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Dog of Aloha

Maui therapy dog brings kōkua to Japanese children’s hospital.

December 3, 2009
Debra Lordan

The Tyler Foundation, which aids these ill children, will oversee the program. Tyler Foundation President Kim Forsythe founded the organization four years ago after her 2-year-old son, Tyler, lost his battle with cancer.

“After spending almost two years in the hospital with Tyler, I realized that Japan didn’t yet have some of the support programs that exist in other countries to benefit children with cancer and their families,” said Forsythe. “I researched programs worldwide for innovative ideas to bring back to Japan.”

While researching therapy dog programs, Forsythe visited Kapi‘olani Medical Center for Women & Children on O‘ahu, where she met Tucker, a full-time therapy dog who was placed at the hospital three years ago.

Article Photos

They will bring comfort and aloha to ill children in Japan. Therapy Dog Bailey and his full-time handler, Pediatric Nurse Yuko Morita, will take care of kids with cancer at Shizuoka Children’s Hospital.

“I was amazed at the impact he had on the children,” said Forsythe. “Everywhere he went, faces just lit up!”

Dr. Wendi Hirsch, a child psychologist and Tucker’s full-time handler, said, “He is the best medicine we have. Words cannot describe the difference he has made. We now have children who look forward to coming back to the hospital, because they get to see Tucker.”

Forsythe chose to model her pilot program after the one at Kapi‘olani, and contacted Maureen “Mo” Maurer, founder of Hawai‘i Canines for Independence (HCI) in Makawao, where both Tucker and Bailey received their training.

“We looked at many assistance dog programs in Japan, Australia and the U.S.,” said Forsythe, “but none compared to the program we found in Hawai‘i. I have been so very impressed with the quality of the dogs at HCI, the depth of the training program and their complete commitment to a successful placement.”

Bailey trained at HCI for two years, passing rigorous health and temperament screening. He learned 70 commands in English and 20 commands in Japanese to prepare him for his special assignment.

“He memorized the Japanese words faster than I did,” said Maurer with a laugh.

Bailey has also learned how to bow when being introduced.

This special dog was chosen because of his extremely gentle nature and love of children. The unusual sights, sounds and smells of hospitals can be extremely stressful for most dogs. It takes a very special dog to have sensitivity to the patients, and yet, not be too environmentally sensitive. Two months of Bailey’s training was spent at Kapi‘olani to ensure that he was comfortable within the hospital environment.

These special qualities were first noticed by Ron and Sharon Dahlquist, who raised Bailey and have been volunteer “puppy raisers” with HCI for five years.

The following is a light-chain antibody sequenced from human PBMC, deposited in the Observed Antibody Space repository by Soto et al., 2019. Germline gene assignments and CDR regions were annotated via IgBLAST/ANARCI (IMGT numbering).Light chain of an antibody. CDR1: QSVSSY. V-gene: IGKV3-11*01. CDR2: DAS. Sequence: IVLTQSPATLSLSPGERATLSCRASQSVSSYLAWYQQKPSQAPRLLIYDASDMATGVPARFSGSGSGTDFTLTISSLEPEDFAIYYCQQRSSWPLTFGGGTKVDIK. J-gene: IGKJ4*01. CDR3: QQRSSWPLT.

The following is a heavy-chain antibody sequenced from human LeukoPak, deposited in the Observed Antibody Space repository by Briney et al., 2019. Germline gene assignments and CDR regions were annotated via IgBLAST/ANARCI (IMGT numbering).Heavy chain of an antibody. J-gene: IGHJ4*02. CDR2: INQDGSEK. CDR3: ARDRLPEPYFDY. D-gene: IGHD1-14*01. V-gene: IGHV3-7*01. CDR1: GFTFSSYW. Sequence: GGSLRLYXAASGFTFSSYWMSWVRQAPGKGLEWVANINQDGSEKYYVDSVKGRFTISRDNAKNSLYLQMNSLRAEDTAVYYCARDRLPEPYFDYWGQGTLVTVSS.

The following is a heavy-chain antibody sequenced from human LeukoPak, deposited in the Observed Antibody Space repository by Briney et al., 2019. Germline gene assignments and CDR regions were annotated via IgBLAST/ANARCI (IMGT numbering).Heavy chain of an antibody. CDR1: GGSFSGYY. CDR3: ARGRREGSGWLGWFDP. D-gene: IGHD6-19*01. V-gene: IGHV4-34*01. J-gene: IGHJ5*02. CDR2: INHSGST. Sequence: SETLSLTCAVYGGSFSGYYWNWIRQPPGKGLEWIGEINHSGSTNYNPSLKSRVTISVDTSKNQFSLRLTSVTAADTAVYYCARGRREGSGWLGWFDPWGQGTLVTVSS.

“There has always been something special about Bailey,” said Sharon. “He is very intuitive and can sense what people are feeling.”

Dedicated volunteers like the Dahlquists are the heart of HCI, said Maurer, and help make it possible for the organization to place dogs free of charge. Similar programs on the Mainland charge an average of $25,000 for fully trained service dogs.

And before accompanying Bailey to Japan, Forsythe and Yuko Morita, a pediatric nurse from Shizuoka Children’s Hospital who will serve as Bailey’s full-time handler at the hospital, also received instruction at the Team Training Camp at HCI on Maui and an additional week of training at the hospital in Japan. The Tyler Foundation has awarded a grant to HCI to cover all their expenses.

While at the hospital, Bailey and the team will visit with children in their hospital rooms, work with them in the chemotherapy unit, and help provide motivation during speech and therapy sessions in the Pediatric Rehabilitation Department.

Bailey will receive important rest periods throughout the day and go home each night with Nurse Morita.

While some Japanese hospitals allow visitations from pets, Bailey’s presence will affect a significant change in standard policy. And for seriously ill children who often spend weeks in the hospital, Bailey’s daily visits will be a source of solace, comfort and aloha.

HCI, founded by Will and Mo Maurer, began as a ministry at Hope Chapel in 2000. It has grown to include an Upcountry training facility with more than 40 graduate teams statewide.

“We are so thankful for all of the community support we have received,” said Maurer. “We feel so blessed to have the opportunity to make a difference in people’s lives.”

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Jewel Gadient—A Testimony
Jewel Gadient, 8, of Kīhei and her service dog, Grace, are recent graduates of Hawai‘i Canines for Independence. Grace has been trained to assist Jewel, who has cerebral palsy, in many ways, including helping her to stand and walk.

“We’ve already seen such a huge improvement in Jewel,” said Ivana, Jewel’s mom. “Grace really motivates her to speak and do her therapy exercises. She likes to say ‘good girl’ and ‘I love you’ to Grace.



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